I have a Linksys WRT1900ACS V1 with DD-WRT installed and want to choose the optimal WiFi channels since we just moved. I'm using both the 2.4 GHz and the 5 GHz networks (the 2.4 GHz is mostly for our visitors, we use the 5 GHz one when supported) and I have Net Analyzer installed on my Android phone.

After looking at the charts, I picked up channels 4 and 140 as shown below:

2.4 GHz5 GHz

Now, I'd like to know if I chose wisely or not. The general rule of thumb according to what I've read on choosing a good WiFi channel would be to use channels 1, 6 or 11 since they don't overlap. However, looking at everyone else, they're ONLY on these channels already. Is it better for me to be on the same channel as them (in this case channel 1 seems to be the best) to avoid overlapping with those on channels 6, or is it better for me to stay on channel 4 because there is nobody there? As for the 5 GHz one, it seems easier to avoid any interference, however I'm not sure if I should stay as close as possible to the others or go the furthest away possible (something like channel 108). Any help would be appreciated.

  • 1
    Channel 4 is not unused though. It overlaps with channel 6, as indicated in the chart. – Daniel B Sep 5 '18 at 12:51
  • It does, but barely. Less than if I used channel 6 directly for instance. – dnLL Sep 5 '18 at 13:32
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    What using channel 4 means is that you are going to be getting interference from both channels 1 & 6 rather than just one of them. If anyone is transmitting on either of those channels then your signal will be worse than if you just accepted noise from one of those sources. – Mokubai Sep 5 '18 at 13:58
  • @Mokubai I see. In this case seeing there are 2 networks on channel 1 and only 1 network on channel 6, which one am I best to use? The 2 networks on channel 1 aren't as strong as the signal on channel 6. Also, what about the 5 GHz network, there is no difference between any of the 24 non-overlapping channels? – dnLL Sep 5 '18 at 14:01

Multiple factors, in theory, affect your choices.

Because Channel 4 in the 2.4GHz band is overlapped by active channels, and Channel 140 in the 5GHz band is not, one solo user will find better throughput on Channel 140.

The specs for 802.11 actually call for 22MHz bandwidth, not 20MHz, so the interference between Channel 4 and other channels will be greater than expected.

However, if there are multiple active users on Channel 140, and no active users on channels 1-9 in the 2.4GHz band, there will be fewer collisions (we're using Carrier Sense Multiple Access/Collision Avoidance in WiFi so avoiding collisions is useful) and therefore throughput will be closer to the maximum which 2.4GHz can provide.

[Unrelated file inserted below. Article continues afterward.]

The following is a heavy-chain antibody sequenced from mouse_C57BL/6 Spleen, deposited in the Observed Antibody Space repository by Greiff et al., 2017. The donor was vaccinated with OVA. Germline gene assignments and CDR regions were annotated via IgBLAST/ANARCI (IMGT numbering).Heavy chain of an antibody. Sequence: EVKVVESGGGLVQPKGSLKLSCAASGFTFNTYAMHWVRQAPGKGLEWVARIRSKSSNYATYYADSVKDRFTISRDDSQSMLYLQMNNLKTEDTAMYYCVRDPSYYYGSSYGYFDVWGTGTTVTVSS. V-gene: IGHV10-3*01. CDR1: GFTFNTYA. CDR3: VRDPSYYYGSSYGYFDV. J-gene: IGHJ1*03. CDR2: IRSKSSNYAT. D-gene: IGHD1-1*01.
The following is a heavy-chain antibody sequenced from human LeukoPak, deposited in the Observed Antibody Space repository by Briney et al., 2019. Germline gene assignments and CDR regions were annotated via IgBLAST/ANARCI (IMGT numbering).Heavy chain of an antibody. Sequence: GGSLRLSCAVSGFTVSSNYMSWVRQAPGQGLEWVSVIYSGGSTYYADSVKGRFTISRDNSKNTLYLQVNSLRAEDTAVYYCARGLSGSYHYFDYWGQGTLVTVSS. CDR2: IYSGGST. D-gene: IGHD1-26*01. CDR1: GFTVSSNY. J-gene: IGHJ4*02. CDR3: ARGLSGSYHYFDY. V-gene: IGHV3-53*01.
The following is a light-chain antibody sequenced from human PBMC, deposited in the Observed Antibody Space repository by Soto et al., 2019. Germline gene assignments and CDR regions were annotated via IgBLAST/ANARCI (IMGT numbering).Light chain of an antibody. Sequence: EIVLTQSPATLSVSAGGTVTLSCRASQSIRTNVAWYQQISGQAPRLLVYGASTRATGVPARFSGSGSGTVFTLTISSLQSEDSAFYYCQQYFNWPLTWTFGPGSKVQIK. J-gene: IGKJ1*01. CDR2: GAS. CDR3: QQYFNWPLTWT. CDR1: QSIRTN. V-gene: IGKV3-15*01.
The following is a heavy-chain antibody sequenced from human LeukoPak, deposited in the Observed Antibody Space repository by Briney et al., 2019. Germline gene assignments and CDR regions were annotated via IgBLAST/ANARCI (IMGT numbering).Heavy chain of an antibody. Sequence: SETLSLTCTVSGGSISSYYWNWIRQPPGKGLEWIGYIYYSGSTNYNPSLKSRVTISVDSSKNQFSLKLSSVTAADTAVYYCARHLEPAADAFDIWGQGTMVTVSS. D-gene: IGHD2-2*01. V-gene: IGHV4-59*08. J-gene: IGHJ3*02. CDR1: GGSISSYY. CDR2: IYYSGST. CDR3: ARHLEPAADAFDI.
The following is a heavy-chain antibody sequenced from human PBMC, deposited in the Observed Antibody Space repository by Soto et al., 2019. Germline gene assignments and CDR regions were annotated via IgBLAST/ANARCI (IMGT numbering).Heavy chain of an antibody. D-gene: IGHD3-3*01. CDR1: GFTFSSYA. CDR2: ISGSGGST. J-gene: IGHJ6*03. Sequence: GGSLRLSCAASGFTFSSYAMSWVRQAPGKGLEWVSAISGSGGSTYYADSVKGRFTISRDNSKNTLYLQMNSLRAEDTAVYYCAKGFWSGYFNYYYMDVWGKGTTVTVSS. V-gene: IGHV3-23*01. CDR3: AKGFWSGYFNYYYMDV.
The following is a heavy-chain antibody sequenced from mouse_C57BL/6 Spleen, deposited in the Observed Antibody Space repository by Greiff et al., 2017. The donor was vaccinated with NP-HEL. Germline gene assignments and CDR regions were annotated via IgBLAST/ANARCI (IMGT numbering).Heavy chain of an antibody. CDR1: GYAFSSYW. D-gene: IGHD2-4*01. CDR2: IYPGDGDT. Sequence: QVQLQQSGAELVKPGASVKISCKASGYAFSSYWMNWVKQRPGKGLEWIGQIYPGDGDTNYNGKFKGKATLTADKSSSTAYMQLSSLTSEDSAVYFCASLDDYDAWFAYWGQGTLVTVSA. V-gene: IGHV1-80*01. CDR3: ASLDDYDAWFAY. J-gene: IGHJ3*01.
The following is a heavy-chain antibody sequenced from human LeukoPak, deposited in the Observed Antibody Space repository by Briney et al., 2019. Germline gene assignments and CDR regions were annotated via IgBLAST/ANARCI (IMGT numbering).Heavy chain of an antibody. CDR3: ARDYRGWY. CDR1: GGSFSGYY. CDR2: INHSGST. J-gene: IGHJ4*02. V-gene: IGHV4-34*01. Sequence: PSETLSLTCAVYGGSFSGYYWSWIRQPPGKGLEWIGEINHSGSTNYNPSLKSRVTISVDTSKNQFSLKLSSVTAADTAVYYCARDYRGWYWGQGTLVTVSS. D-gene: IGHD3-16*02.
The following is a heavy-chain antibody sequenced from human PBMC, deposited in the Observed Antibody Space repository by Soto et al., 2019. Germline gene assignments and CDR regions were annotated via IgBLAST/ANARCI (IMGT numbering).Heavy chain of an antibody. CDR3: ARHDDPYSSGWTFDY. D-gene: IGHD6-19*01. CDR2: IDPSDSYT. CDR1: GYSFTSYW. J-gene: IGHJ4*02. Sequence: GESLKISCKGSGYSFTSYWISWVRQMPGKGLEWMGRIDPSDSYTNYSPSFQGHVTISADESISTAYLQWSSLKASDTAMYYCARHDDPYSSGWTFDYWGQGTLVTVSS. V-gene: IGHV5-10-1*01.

A 2.4GHz signal can travel further and has better penetration capabilities than 5GHz; this can be useful as it restricts the number of users which are able to connect and thereby may reduce collisions. However, if there are walls, windows, and/or other objects in the way, the higher frequency user suffers more.

There's also the issue of interference from other users; hams have oft called the ISM bands, including 2.4GHz and 5GHz, 'garbage' bands because of the number of devices which use them but do't coordinate.

Since you have some elbow room in 5GHz, check to see if all your equipment and client devices are 802.11n compatible (which includes 802.11ac) and not using the antique 802.11a spec. If all of them are, you can use multiple channels and bond them together for more throughput.

Enough about theory: Why not measure throughput, and see? The speed test of Sourceforge is your friend.


For the 5GHz band, it looks like 140 should be perfectly fine. If you really want to get into micro-optimization, you might get a few fractions of a percent better latency and throughput on a different channel depending on the exact arrangement of items in your house, but the moment you move, the exact optimal channel is likely to change. Do make sure though that if you have multiple transceivers for the 5GHz band that you set each 'network' to it's own channel.

For the 2.4GHz band, it's hard to say without actually testing. Based on what is there, your best bet if you want to share a channel is 1, and if you don't want to is either 3 or 4. Testing is your friend here though, since switching channels is generally easy. I would also suggest running multiple tests and averaging the results, especially if you have other devices in the area using the 2.4GHz band (especially Bluetooth devices, as they hop pseudo-randomly between the channels defined by Bluetooth).

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